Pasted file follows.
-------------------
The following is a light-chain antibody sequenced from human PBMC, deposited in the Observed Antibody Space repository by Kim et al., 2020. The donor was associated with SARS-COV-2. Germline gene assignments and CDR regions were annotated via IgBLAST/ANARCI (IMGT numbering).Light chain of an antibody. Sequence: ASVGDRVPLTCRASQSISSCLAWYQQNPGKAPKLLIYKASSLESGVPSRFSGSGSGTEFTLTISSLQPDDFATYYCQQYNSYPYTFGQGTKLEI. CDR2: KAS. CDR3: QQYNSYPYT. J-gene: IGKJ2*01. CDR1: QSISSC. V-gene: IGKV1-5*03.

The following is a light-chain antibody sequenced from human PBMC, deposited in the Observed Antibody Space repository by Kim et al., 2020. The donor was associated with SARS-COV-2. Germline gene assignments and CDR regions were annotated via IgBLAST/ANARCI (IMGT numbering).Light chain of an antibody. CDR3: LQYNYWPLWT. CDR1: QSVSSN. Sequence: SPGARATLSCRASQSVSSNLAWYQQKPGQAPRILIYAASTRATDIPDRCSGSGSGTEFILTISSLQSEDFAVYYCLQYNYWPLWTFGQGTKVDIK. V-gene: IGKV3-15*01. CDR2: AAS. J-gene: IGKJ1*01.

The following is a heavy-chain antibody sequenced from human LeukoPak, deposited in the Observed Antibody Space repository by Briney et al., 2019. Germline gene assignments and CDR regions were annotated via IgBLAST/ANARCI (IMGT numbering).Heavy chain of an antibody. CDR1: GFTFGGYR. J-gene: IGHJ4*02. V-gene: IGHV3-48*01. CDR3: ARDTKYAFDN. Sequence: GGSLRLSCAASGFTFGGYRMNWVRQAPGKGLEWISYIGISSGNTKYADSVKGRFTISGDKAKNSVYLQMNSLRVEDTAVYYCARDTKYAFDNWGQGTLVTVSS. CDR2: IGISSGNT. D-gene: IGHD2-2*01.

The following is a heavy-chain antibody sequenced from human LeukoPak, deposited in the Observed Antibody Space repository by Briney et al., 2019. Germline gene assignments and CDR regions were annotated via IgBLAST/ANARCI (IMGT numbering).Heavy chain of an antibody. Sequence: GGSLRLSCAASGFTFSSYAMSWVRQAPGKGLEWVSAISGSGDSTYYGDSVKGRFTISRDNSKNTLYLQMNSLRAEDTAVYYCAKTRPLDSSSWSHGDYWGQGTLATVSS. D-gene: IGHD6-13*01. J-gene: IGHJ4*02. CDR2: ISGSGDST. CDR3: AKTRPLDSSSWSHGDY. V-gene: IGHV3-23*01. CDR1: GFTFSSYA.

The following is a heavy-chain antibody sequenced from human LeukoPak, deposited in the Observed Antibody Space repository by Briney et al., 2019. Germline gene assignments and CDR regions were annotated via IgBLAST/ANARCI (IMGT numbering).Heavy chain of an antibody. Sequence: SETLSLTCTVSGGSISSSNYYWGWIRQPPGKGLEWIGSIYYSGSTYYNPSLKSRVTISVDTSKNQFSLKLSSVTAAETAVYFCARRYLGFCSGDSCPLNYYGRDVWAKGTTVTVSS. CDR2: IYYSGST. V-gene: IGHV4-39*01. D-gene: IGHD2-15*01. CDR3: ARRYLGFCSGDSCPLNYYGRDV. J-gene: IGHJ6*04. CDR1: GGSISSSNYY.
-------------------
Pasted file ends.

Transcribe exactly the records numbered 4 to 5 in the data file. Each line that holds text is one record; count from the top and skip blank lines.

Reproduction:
The following is a heavy-chain antibody sequenced from human LeukoPak, deposited in the Observed Antibody Space repository by Briney et al., 2019. Germline gene assignments and CDR regions were annotated via IgBLAST/ANARCI (IMGT numbering).Heavy chain of an antibody. Sequence: GGSLRLSCAASGFTFSSYAMSWVRQAPGKGLEWVSAISGSGDSTYYGDSVKGRFTISRDNSKNTLYLQMNSLRAEDTAVYYCAKTRPLDSSSWSHGDYWGQGTLATVSS. D-gene: IGHD6-13*01. J-gene: IGHJ4*02. CDR2: ISGSGDST. CDR3: AKTRPLDSSSWSHGDY. V-gene: IGHV3-23*01. CDR1: GFTFSSYA.

The following is a heavy-chain antibody sequenced from human LeukoPak, deposited in the Observed Antibody Space repository by Briney et al., 2019. Germline gene assignments and CDR regions were annotated via IgBLAST/ANARCI (IMGT numbering).Heavy chain of an antibody. Sequence: SETLSLTCTVSGGSISSSNYYWGWIRQPPGKGLEWIGSIYYSGSTYYNPSLKSRVTISVDTSKNQFSLKLSSVTAAETAVYFCARRYLGFCSGDSCPLNYYGRDVWAKGTTVTVSS. CDR2: IYYSGST. V-gene: IGHV4-39*01. D-gene: IGHD2-15*01. CDR3: ARRYLGFCSGDSCPLNYYGRDV. J-gene: IGHJ6*04. CDR1: GGSISSSNYY.